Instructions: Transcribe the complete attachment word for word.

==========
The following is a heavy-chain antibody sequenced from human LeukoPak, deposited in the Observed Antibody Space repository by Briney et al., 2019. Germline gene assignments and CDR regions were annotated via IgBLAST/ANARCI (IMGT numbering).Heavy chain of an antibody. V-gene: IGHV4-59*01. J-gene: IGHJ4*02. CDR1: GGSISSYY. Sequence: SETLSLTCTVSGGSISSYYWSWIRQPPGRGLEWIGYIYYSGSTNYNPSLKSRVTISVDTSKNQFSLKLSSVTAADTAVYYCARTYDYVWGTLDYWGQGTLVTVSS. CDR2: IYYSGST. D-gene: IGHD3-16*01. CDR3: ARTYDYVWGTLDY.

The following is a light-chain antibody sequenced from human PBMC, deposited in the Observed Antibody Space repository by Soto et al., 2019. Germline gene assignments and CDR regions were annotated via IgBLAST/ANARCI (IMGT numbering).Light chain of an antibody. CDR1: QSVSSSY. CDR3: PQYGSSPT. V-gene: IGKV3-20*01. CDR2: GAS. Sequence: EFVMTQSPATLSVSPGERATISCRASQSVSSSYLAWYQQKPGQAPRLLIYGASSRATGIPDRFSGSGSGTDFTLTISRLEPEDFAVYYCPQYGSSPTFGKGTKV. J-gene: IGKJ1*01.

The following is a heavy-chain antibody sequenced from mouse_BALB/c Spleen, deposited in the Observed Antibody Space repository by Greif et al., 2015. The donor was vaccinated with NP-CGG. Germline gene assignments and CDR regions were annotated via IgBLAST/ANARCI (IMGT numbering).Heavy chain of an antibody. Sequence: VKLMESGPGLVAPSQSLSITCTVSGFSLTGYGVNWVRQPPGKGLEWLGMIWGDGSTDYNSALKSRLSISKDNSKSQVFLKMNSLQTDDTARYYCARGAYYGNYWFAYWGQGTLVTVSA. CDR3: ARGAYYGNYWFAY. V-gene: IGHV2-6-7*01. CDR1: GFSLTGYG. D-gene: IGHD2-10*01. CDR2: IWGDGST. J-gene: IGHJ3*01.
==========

The following is a heavy-chain antibody sequenced from human LeukoPak, deposited in the Observed Antibody Space repository by Briney et al., 2019. Germline gene assignments and CDR regions were annotated via IgBLAST/ANARCI (IMGT numbering).Heavy chain of an antibody. V-gene: IGHV4-59*01. J-gene: IGHJ4*02. CDR1: GGSISSYY. Sequence: SETLSLTCTVSGGSISSYYWSWIRQPPGRGLEWIGYIYYSGSTNYNPSLKSRVTISVDTSKNQFSLKLSSVTAADTAVYYCARTYDYVWGTLDYWGQGTLVTVSS. CDR2: IYYSGST. D-gene: IGHD3-16*01. CDR3: ARTYDYVWGTLDY.

The following is a light-chain antibody sequenced from human PBMC, deposited in the Observed Antibody Space repository by Soto et al., 2019. Germline gene assignments and CDR regions were annotated via IgBLAST/ANARCI (IMGT numbering).Light chain of an antibody. CDR1: QSVSSSY. CDR3: PQYGSSPT. V-gene: IGKV3-20*01. CDR2: GAS. Sequence: EFVMTQSPATLSVSPGERATISCRASQSVSSSYLAWYQQKPGQAPRLLIYGASSRATGIPDRFSGSGSGTDFTLTISRLEPEDFAVYYCPQYGSSPTFGKGTKV. J-gene: IGKJ1*01.

The following is a heavy-chain antibody sequenced from mouse_BALB/c Spleen, deposited in the Observed Antibody Space repository by Greif et al., 2015. The donor was vaccinated with NP-CGG. Germline gene assignments and CDR regions were annotated via IgBLAST/ANARCI (IMGT numbering).Heavy chain of an antibody. Sequence: VKLMESGPGLVAPSQSLSITCTVSGFSLTGYGVNWVRQPPGKGLEWLGMIWGDGSTDYNSALKSRLSISKDNSKSQVFLKMNSLQTDDTARYYCARGAYYGNYWFAYWGQGTLVTVSA. CDR3: ARGAYYGNYWFAY. V-gene: IGHV2-6-7*01. CDR1: GFSLTGYG. D-gene: IGHD2-10*01. CDR2: IWGDGST. J-gene: IGHJ3*01.